Why will customer service matter more in 2018?

Why will customer service matter more in 2018?

In this latest blog, Riverside’s MD Jonathan Oldfield talks less about baling technology itself and more about the customer service that should be provided alongside it as standard…

Customer service is becoming ‘big business’ in a variety of sectors and rightly so.

For years, many brands have relied solely on the strength of their product offering – or even their historic reputation – when it comes to attracting new clientele. But once on board, many people have then been left feeling heavily disappointed at the lack of ongoing customer service.

But thanks to an ever-louder public voice, the vocalising of reviews and commentary on social media, an increasingly competitive marketplace and, thankfully, a widening appreciation to do business ‘properly’, things are changing.

Take the waste and recycling sector. It has long been an industry with a mixed reputation. Fortunately, there are some fantastic organisations out there who are tremendously committed to doing the right thing by their customers. This naturally involves giving them as much advice as possible (whether it is being paid for or not), supporting them far after the initial sale of a product and doing what they can to help that client prosper. I may be biased but such a commitment is often typically seen in family-owned businesses, but there are some great examples of public and private sector firms large and small with similar values.

However, the industry is also sadly renowned for being littered with rogue traders who have recognised the wealth in waste and are, quite frankly, out to earn a quick buck. There are also those that perhaps don’t purposefully leave their customers in the lurch, they’re just a little ‘behind the curve’ when it comes to thinking about the ‘added value’ they could offer to clients.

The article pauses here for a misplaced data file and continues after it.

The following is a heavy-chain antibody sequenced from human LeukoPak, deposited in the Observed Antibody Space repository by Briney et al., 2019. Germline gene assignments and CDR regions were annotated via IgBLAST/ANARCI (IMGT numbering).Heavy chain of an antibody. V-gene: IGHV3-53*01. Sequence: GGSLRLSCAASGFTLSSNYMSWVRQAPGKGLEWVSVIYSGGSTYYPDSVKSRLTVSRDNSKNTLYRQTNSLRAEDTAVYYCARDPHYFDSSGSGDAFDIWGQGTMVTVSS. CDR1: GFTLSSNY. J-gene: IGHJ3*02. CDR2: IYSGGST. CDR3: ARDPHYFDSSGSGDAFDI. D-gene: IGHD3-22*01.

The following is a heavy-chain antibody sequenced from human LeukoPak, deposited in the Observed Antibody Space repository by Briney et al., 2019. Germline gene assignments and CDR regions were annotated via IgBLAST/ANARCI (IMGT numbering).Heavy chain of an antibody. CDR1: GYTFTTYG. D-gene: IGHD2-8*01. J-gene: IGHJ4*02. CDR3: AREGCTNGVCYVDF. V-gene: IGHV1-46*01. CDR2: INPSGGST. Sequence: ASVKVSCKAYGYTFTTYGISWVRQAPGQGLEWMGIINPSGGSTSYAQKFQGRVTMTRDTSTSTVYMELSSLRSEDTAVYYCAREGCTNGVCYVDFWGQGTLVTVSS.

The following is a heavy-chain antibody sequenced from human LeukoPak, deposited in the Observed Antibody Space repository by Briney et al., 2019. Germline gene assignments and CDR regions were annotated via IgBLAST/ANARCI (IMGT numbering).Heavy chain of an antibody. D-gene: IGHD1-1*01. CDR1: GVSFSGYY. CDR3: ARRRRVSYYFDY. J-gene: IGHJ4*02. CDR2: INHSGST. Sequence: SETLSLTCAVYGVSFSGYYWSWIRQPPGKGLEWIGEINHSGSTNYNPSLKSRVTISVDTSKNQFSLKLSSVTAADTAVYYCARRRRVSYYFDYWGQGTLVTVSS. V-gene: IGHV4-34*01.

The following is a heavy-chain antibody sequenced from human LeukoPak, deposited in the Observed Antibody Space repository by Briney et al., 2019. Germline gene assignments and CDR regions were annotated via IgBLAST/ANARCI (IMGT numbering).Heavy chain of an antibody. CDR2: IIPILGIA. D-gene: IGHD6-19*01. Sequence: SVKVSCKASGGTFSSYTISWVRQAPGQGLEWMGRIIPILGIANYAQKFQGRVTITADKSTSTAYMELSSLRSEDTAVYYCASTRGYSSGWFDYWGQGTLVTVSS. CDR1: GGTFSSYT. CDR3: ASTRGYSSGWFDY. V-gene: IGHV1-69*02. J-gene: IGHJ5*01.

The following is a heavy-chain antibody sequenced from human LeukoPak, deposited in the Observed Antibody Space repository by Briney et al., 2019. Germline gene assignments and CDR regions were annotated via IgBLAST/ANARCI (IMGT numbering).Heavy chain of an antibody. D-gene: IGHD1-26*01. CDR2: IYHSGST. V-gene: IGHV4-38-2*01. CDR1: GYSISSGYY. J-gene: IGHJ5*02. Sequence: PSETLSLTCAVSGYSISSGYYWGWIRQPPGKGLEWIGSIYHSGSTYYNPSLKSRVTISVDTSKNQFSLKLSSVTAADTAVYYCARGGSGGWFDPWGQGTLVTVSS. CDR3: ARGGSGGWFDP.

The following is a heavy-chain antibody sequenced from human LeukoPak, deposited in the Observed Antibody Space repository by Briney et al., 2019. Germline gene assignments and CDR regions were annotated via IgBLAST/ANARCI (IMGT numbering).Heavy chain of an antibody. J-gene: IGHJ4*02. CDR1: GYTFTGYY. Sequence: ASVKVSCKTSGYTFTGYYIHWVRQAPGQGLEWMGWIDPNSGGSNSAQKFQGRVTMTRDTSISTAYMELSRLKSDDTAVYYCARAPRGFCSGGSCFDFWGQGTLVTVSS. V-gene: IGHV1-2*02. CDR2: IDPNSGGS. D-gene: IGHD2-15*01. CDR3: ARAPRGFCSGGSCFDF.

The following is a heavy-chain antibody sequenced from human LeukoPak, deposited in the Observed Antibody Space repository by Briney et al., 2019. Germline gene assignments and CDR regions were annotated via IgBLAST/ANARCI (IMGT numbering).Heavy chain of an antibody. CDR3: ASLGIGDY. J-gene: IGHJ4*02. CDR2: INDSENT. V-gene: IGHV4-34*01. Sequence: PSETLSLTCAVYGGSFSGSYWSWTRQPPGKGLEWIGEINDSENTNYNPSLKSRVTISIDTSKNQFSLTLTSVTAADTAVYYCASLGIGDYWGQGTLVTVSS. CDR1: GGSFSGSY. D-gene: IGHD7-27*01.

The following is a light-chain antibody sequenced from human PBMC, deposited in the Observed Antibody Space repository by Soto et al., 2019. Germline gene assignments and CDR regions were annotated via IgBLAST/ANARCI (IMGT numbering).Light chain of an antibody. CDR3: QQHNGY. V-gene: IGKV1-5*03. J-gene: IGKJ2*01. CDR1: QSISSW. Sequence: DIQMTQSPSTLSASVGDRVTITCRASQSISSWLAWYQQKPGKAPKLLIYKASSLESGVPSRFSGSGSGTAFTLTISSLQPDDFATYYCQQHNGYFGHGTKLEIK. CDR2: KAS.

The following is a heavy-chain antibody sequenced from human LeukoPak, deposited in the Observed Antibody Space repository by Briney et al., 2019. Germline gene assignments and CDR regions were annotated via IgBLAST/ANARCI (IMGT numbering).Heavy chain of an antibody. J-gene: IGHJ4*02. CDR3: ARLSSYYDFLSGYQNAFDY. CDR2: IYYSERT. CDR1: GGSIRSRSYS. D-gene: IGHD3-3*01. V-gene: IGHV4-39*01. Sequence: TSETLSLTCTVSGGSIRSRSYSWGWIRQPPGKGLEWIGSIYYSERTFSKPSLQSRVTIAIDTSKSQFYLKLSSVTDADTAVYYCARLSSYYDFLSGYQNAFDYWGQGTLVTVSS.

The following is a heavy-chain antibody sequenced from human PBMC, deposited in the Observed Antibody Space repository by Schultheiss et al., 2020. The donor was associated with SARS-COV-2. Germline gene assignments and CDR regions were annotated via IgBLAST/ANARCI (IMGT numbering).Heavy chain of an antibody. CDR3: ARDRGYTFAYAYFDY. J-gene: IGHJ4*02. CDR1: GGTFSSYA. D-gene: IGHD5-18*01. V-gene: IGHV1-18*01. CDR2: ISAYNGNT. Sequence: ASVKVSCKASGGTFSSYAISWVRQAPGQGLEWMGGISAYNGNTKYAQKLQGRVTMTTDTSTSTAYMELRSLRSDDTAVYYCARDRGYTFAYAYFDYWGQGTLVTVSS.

In the world of baling technology, this oversight sees some companies struggle to turn spare parts orders around in less than six weeks, which results in significant downtime and disruption to the client concerned. There is little infrastructure in place for aftersales support, whether it’s a scheduled service inspection or an emergency call out that the customer requires. And ongoing requests for advice are granted only if accompanied by an additional invoice.

Things shouldn’t be like this.

It is possible to turn spare parts and consumables orders around with next business day delivery. Service and maintenance agreements should be proactively encouraged so that clients can optimise the ongoing condition of their machine, much like a car. And that ongoing advice should be offered as standard, because the brand has made a commitment to that customer and the asset they have purchased.

That’s how we see it anyway.


I don’t think the importance of aftersales support is going to fade, so it will be a firm part of our business strategy in 2018 and beyond.